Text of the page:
The St. Louis Downtown Airport has a complete Transportation Improvement Plan available from the Illinois Department of Transportation; however, the following are some key projects to watch for: Drainage Improvements, Airport Fuel Farm Improvements, Aircraft Run-up Enclosure, and Much More!
Now home to 26 aviation-related businesses, a land use plan was created as the first phase of a 20-year master plan for future development of the surrounding industrial business park at the airport.
Why We Master Plan
An Airport Master Plan is a study used to determine the long-term development plans for an airport. Because air transportation is a vital community industry, it is important that the requirements for new or improved airports be anticipated. It is also essential to reserve adequate resources to meet identified needs. Airport master planning is a critical tool in determining needs and programming development at individual airports.
The Airport Master Plan process provides opportunities for political entities and the public to participate in the development of aviation plans. It provides a framework for individual airport development programs consistent with short, intermediate, and long-range airport system requirements and determines future financial requirements. An Airport Master Plan addresses the development needs for a 20-year time period. Updates are often necessary as the dynamic conditions of the industry are reflected in activity and future needs.
The Airport Master Plan is a community’s concept of the long-term development of its airport. It graphically displays the concept and reports the data and logic upon which the plan is based. The plan is prepared to support the modernization of existing airports and the creation of new ones.
The master planning process considers the needs and demands of airport tenants, users, and the general public. The guiding principle of the airport master planning process is the development of a safe and efficient airport. It must also be responsive to area-wide, comprehensive transportation planning.
St. Louis Downtown Airport charges no local tax, but generates more than $583 million of impact to the regional economy and supports more than 3,700 local jobs. For every job created, the airport generates more than $156,258 in local money. All airport expenses are paid directly by its users.
CPS is a regional general aviation airport serving the St. Louis metropolitan area and typically is ranked as the third busiest airport in Illinois. The airport’s location makes it the most convenient airport to downtown St. Louis. It is a vital component of the regional and national system of airports. The October 2011 draft of the FAA’s Airport System Strategic Evaluation Task (ASSET), estimated to be implemented during early 2012, would classify CPS as a Regional Service Airport.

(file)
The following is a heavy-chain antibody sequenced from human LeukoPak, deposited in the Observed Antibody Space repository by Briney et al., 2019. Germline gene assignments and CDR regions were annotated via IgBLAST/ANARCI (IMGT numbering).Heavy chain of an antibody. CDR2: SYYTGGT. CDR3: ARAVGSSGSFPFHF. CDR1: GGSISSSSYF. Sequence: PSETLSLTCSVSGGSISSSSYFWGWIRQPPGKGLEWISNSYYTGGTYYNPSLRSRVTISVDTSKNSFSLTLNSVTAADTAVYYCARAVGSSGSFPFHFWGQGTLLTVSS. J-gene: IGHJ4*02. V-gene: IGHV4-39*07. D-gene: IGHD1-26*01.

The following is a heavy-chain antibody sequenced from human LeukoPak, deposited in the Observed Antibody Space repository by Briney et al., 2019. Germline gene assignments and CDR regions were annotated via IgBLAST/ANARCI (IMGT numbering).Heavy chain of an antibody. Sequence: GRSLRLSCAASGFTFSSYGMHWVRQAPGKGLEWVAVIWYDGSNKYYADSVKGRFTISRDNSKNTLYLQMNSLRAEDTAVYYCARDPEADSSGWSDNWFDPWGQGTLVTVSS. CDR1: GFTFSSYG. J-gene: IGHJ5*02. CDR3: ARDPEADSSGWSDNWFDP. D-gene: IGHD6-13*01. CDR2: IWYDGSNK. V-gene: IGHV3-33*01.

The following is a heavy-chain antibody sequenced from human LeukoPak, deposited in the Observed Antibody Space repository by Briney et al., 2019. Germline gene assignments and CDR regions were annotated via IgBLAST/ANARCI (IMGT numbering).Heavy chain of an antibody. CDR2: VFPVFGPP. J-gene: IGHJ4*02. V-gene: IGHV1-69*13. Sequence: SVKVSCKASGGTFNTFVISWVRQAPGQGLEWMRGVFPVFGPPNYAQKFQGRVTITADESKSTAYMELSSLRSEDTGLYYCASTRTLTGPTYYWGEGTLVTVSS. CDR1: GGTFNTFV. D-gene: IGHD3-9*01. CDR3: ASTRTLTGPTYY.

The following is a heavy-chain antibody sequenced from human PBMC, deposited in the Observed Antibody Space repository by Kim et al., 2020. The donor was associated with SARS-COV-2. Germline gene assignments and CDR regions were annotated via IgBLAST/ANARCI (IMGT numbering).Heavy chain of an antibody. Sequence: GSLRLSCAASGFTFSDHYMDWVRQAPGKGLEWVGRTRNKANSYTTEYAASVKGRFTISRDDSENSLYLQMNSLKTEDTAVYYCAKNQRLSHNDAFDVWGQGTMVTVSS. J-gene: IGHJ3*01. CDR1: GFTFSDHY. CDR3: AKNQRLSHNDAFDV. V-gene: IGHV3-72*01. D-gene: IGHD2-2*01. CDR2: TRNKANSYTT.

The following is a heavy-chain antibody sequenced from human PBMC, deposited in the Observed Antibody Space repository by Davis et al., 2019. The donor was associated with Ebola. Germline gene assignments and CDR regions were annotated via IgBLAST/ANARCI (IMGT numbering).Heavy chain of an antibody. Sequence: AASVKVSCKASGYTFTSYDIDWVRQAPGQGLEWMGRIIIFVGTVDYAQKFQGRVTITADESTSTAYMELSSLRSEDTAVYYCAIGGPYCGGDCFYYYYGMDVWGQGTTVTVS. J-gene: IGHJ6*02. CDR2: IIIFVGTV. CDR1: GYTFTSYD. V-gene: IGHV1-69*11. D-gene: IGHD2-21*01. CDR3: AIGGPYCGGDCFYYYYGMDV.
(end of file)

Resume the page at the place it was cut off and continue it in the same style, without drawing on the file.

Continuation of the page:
CPS has a limited amount of land and a significant portion of that land is currently committed to airfield use or is limited in some way in its ability to accommodate aircraft operations. In addition, a portion of the airport and surrounding property is encumbered by local, regional or national ecological and/or storm water regulations such as those areas identified as wetland, floodplain and those necessary for stormwater management. Therefore the land available for development will continue to be in high demand for aviation use facilities and the existing developed land will continue to be redeveloped in an attempt to provide best use.
The capacity of the existing runway configuration, as defined by the FAA’s Annual Service Volume, is sufficient to accommodate even the most aggressive aircraft operations forecasts. In addition, it is assumed that the current runway lengths are sufficient to meet the operational needs of the forecast aircraft fleet. Although no new runway infrastructure is anticipated the airport’s taxiway system will continue to evolve in order to safely and efficiently move aircraft to and from the runways and all designated aviation support facilities.
St. Louis Downtown Airport will continue to maintain a portion of its property to accommodate the floodplain management commitments identified in FAA’s Finding Of No Significant Impact (FONSI) dated June 20, 2007 and recent permit conditions identified by the U.S. Army Corps of Engineers. In addition, any impacts to the existing wetlands will be first avoided but if unavoidable, minimized to all practicable extents. If however, there remain areas that include unavoidable/minimized impacts to wetlands, there are existing wetland mitigation credits based on permits obtained for improvements listed in the previously referenced FONSI.